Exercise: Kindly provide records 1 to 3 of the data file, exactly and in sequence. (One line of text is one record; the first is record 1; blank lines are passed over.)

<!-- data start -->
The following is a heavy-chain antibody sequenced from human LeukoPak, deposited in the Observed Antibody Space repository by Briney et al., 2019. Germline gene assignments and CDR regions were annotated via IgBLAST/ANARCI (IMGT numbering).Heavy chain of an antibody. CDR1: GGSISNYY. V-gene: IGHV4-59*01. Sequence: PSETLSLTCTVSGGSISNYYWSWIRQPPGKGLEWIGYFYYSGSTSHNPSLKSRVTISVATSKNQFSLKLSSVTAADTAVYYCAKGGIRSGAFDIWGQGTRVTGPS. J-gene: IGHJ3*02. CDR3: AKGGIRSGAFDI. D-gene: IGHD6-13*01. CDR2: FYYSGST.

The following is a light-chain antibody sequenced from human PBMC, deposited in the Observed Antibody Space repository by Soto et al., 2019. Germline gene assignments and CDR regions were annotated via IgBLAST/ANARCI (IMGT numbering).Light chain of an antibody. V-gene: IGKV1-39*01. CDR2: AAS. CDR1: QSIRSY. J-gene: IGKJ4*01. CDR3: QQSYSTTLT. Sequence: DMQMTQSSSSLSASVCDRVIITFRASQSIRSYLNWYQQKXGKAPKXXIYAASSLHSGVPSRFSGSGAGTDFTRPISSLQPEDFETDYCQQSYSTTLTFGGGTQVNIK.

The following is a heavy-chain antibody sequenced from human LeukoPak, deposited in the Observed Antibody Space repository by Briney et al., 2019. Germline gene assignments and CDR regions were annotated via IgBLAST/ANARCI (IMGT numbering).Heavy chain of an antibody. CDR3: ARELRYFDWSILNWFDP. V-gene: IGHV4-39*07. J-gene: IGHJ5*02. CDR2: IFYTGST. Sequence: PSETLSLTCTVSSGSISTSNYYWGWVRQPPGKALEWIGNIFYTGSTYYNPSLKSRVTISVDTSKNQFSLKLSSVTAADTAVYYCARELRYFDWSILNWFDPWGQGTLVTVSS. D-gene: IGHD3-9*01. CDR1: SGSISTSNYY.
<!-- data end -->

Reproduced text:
The following is a heavy-chain antibody sequenced from human LeukoPak, deposited in the Observed Antibody Space repository by Briney et al., 2019. Germline gene assignments and CDR regions were annotated via IgBLAST/ANARCI (IMGT numbering).Heavy chain of an antibody. CDR1: GGSISNYY. V-gene: IGHV4-59*01. Sequence: PSETLSLTCTVSGGSISNYYWSWIRQPPGKGLEWIGYFYYSGSTSHNPSLKSRVTISVATSKNQFSLKLSSVTAADTAVYYCAKGGIRSGAFDIWGQGTRVTGPS. J-gene: IGHJ3*02. CDR3: AKGGIRSGAFDI. D-gene: IGHD6-13*01. CDR2: FYYSGST.

The following is a light-chain antibody sequenced from human PBMC, deposited in the Observed Antibody Space repository by Soto et al., 2019. Germline gene assignments and CDR regions were annotated via IgBLAST/ANARCI (IMGT numbering).Light chain of an antibody. V-gene: IGKV1-39*01. CDR2: AAS. CDR1: QSIRSY. J-gene: IGKJ4*01. CDR3: QQSYSTTLT. Sequence: DMQMTQSSSSLSASVCDRVIITFRASQSIRSYLNWYQQKXGKAPKXXIYAASSLHSGVPSRFSGSGAGTDFTRPISSLQPEDFETDYCQQSYSTTLTFGGGTQVNIK.

The following is a heavy-chain antibody sequenced from human LeukoPak, deposited in the Observed Antibody Space repository by Briney et al., 2019. Germline gene assignments and CDR regions were annotated via IgBLAST/ANARCI (IMGT numbering).Heavy chain of an antibody. CDR3: ARELRYFDWSILNWFDP. V-gene: IGHV4-39*07. J-gene: IGHJ5*02. CDR2: IFYTGST. Sequence: PSETLSLTCTVSSGSISTSNYYWGWVRQPPGKALEWIGNIFYTGSTYYNPSLKSRVTISVDTSKNQFSLKLSSVTAADTAVYYCARELRYFDWSILNWFDPWGQGTLVTVSS. D-gene: IGHD3-9*01. CDR1: SGSISTSNYY.